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The radical Briefing is a bi-weekly email digest that gives you brief and personal explanations of the future of business – covering ‘radical’ news, research, lessons, people, and ideas. If you want an easy-to-read take on new technologies, and how they affect business models, methods, culture, and leadership sign up below today!

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Our latest Briefing #0016:
How to Spot Spotty Forecasts

As people who are intensely fascinated by the future and spend a lot of time spotting, deciphering and debating weak signals, we come across many great pieces of research — and every once in a while some rather spotty forecasts.

To help you navigate your way through sometimes muddy waters, let us share with you our top 5 tips on spotting spotty forecasts:

(1) Definitive proclamations about the future

The beauty of the future is that it is unwritten. There is no crystal ball which gives you an accurate view into the future. Thus people who tell you with proclaimed certainty that “X” will happen by “Y” are likely overly confident in their ability to predict the future. The best you can do is predict a range of possibilities (what my colleague Paul Saffo calls “the cone of uncertainty”).

(2) Outlandish claims about the future

Something in the human psyche makes our ears perk up when someone makes bold claims. Make an outlandish claim about the future (really: anything) with sufficient conviction and you will find plenty of people who stop thinking and start nodding their heads in agreement. Scratch the surface and you will often discover that these claims have little data to back them up.

(3) Non-verifiable timeframes

Place your future prediction far enough out (anything beyond the next five to ten years will do in many areas) and the words out of your mouth become essentially unverifiable. Which allows the bold and brazen to get away with murder.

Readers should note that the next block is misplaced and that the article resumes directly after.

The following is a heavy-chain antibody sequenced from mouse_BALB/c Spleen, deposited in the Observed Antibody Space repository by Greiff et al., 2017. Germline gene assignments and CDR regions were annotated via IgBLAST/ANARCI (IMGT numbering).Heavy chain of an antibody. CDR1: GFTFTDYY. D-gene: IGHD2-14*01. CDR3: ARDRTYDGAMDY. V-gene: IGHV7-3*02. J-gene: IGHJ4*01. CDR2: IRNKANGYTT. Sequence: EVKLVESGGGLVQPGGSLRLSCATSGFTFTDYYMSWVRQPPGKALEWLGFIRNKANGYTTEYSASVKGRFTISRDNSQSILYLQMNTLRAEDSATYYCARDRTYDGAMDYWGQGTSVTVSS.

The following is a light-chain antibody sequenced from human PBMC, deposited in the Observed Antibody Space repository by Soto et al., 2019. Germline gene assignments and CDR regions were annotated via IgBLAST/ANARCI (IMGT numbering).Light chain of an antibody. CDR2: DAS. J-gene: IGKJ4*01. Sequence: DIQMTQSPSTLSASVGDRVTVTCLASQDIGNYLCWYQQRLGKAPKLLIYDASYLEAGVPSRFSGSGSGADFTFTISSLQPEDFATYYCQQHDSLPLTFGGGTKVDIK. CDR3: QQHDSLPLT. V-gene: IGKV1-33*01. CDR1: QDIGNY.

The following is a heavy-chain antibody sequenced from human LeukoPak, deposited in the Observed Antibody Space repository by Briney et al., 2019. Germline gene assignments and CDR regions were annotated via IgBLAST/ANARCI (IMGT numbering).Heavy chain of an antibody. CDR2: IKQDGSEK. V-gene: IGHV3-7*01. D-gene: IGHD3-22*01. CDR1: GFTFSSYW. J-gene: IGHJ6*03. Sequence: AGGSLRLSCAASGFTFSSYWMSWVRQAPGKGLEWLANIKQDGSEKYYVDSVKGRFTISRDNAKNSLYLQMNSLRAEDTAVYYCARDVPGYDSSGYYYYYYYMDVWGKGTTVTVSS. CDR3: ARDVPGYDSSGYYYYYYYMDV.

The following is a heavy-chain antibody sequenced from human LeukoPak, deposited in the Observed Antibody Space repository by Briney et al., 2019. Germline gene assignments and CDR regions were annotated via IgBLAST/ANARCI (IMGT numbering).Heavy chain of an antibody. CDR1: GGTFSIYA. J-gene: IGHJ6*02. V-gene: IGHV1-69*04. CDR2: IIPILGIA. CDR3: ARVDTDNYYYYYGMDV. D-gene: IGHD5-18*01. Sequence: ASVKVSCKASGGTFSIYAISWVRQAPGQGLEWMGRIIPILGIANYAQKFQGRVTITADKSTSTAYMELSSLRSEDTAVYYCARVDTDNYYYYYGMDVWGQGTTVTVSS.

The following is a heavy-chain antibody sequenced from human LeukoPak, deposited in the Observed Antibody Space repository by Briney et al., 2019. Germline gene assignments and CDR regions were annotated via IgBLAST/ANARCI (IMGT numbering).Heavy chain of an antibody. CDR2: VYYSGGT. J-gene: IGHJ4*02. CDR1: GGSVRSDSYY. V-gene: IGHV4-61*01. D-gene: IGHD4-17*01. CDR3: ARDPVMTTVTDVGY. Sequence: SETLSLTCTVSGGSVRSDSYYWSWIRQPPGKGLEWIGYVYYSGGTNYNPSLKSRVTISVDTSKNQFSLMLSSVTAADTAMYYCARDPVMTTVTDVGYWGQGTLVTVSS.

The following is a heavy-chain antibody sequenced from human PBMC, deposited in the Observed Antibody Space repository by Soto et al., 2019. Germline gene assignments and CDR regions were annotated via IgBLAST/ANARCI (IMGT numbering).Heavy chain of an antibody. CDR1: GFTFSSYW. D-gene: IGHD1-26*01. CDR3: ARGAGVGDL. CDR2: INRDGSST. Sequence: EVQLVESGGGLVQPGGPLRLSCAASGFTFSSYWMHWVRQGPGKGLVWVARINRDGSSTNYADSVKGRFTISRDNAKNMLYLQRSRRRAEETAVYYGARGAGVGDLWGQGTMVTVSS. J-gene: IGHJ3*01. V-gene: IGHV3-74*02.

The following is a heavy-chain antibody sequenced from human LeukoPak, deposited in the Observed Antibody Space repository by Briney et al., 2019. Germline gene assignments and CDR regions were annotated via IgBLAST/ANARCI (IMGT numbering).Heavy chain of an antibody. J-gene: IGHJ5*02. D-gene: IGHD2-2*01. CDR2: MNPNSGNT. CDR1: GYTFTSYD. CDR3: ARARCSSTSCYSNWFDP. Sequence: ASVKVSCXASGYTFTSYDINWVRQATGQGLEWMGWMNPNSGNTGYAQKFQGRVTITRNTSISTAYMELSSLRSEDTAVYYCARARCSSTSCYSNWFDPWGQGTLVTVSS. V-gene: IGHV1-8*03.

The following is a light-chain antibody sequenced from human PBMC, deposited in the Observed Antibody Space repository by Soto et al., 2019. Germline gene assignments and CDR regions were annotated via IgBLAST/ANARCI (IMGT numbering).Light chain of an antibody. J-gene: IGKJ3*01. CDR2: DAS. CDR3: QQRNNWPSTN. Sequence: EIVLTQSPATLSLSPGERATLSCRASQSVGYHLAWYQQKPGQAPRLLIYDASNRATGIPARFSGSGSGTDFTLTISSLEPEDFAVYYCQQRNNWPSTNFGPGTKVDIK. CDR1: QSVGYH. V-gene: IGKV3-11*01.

(4) Dismissal of expert opinions

To substantiate their claims, you sometimes see a dismissal of expert opinion and projections. It’s a similar framing as “fake news” — dismiss the experts, take the contrarian position and use the dismissal as a proof-point for your own position. And of course, experts can (and are) wrong. Just watch out for rhetorics rather than a genuine engagement with a position.

(5) Outright BS

Every once in a while I hear predictions about the future which are outright and verifiably false. They violate basic physical principles, defy economic reality or are complete fantasies. Alas, if combined with rule 1-4, they can sound plausible.

The Antidote: Think (and validate) for yourself.

To sharpen your lens on the future and inoculate you from spotty claims and forecasts, simply pause and ask questions of the presented position and data. Seek out the opinion from multiple people in the space and make sure you look at the contrarian positions as well. Look at the underlying data and make your own predictions. Take a holistic view of the space and look at all the factors which drive or inhibit a particular development (STEEP is a great framework to do so).

Happy Future Forecasting!

radically yours,
Jane, Mafe, Amber and Pascal


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